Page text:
GLITTER SUITS & PLATFORM BOOTS ~ ALWYN P. TURNER, WALES
What can you say about Slade or Dave 'Superyob' Hill? Despite everyone else on these pages and despite all the other superstars - Bowie, Elton, Rod - they were the British singles act of the 70s: six #1 hits, including three straight in at the top (the first band to achieve this), a string of best-selling albums and a reputation for being the best live band of their generation. Oh yeah, and the ultimate Christmas rock & roll record. At the time I can remember them being cited as potentially the new Beatles, but that never seemed quite appropriate. The missing link between the Small Faces and Oasis - that's more like it.
The story of the band is covered elsewhere (check out the Links page), so let's just try to sum up. The creative force behind the music was always the twin axis of bassist Jim Lea and vocalist Noddy Holder, but Dave Hill make an equally vital contribution in two areas. Firstly, his guitar lines are masterpieces of melodic understatement - 'Far Far Away' and 'Coz I Luv You' leap to mind as records that wouldn't make sense without his contribution. And secondly, this is the man who took care of the visuals: 'I used to say: you write 'em and I'll sell 'em.'
There's some truth in this. Holder was one of the great frontmen in British rock but, just like Jagger needed Richards and Bowie needed Ronson, so even Noddy needed a foil: Dave, with his ultra-pudding bowl haircut, his absurdly high-heeled boots and his hand-painted silver capes, was the perfect visual side-kick. This is where the Beatles comparisons fall flat - George Harrison was never this entertaining or this much fun.
The other problem with the analogy is that, although Slade started off with a joyous shouting brand of rock & roll that recalled the best of the early Beatles, they didn't exactly progress in the same way. Dave remembers that people used to say, '"You've had all these hits like The Beatles did, when are you going to do Sgt Pepper?" Unfortunately we haven't got songs about pilchards climbing up the Eiffel Tower.'
As glitter faded and the public's taste for glam-stomping gave way to a funkier disco sound, Slade did make attempts to modify their style. The 1975 singles 'Thanks For The Memory' and 'In For A Penny' showed a much softer, more groovy side to the band. Sadly they were much smaller hits than the band had been used to, and it was clear that - along with virtually all their contemporaries - they were on the slide.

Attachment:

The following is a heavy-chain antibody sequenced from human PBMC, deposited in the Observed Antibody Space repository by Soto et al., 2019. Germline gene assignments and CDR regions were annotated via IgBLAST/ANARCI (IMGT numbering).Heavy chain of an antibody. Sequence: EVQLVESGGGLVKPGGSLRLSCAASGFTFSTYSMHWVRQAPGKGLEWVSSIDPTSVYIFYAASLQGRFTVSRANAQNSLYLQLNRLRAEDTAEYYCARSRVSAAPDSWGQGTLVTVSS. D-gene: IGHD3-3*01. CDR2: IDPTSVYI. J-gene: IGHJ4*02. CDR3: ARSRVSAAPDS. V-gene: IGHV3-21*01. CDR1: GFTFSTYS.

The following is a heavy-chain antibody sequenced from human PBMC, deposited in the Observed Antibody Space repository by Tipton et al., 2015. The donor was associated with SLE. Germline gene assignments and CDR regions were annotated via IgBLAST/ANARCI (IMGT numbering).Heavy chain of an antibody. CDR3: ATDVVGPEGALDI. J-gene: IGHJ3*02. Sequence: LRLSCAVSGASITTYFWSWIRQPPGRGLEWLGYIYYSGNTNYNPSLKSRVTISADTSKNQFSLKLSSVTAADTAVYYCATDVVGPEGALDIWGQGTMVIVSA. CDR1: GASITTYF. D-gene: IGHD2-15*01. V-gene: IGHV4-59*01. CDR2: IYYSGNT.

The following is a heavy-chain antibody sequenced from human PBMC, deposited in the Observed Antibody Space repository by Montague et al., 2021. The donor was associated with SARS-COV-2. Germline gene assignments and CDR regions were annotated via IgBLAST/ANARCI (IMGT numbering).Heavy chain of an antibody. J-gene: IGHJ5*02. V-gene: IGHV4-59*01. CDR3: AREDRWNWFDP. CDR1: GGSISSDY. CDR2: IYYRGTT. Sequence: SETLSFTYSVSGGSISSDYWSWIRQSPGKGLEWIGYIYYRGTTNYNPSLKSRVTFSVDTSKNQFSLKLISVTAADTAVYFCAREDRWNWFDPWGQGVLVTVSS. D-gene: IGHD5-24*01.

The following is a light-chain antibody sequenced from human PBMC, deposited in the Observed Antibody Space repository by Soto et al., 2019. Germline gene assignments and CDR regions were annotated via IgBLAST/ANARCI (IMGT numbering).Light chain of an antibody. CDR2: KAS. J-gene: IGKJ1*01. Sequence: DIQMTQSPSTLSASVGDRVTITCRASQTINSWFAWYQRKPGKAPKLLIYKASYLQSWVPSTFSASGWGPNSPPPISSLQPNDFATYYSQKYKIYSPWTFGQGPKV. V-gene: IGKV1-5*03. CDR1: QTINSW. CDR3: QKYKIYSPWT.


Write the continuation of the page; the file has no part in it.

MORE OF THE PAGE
The difference between Slade and most of the others is that they came back. Their appearance at the 1980 Reading Festival - at a time when punk had run out of steam and the New Wave of British Heavy Metal was being heavily championed in the music press - revived their career. At their commercial peak, they were merely the most popular band in Britain; now they were icons, venerated as one of the great groups of all time. There was no kitsch associated with their revival, just a recognition that a band this good is a rare thing, to be treasured and cherished not to be discarded in the name of fashion. So great was their return to favour that in the early-80s they even had hits in America, where they had tried so hard and failed just a few years earlier.
Key to the rediscovery was not only Noddy's showmanship and the timelessness of the songs, but a respect for Dave's guitar-playing. The fact that they won over a metal audience - traditionally dedicated to the guitar-is-god version of rock - is testament to the continuing appeal of his style. They even forgave his crime of shaving his head in the late-70s.
Eventually the band split in two, with Noddy pursuing an acting and TV career, Jim Lea trying out other music and Dave and Don Powell keeping the Slade flame alive. I saw the new band towards the end of 1997 and I have to say they were damn good. The idea of someone replacing Noddy was a bit worrying, but Slade II (as they were known in Britain) make no attempt at pretence: this was effectively a new band who just happen to have one of the great back-catalogues in British rock. Dave Hill said that if he was eighteen, it'd still feel right playing this music; more than that, if he was eighteen there'd be a queue of A&R men from his dressing room door right back to Wolverhampton.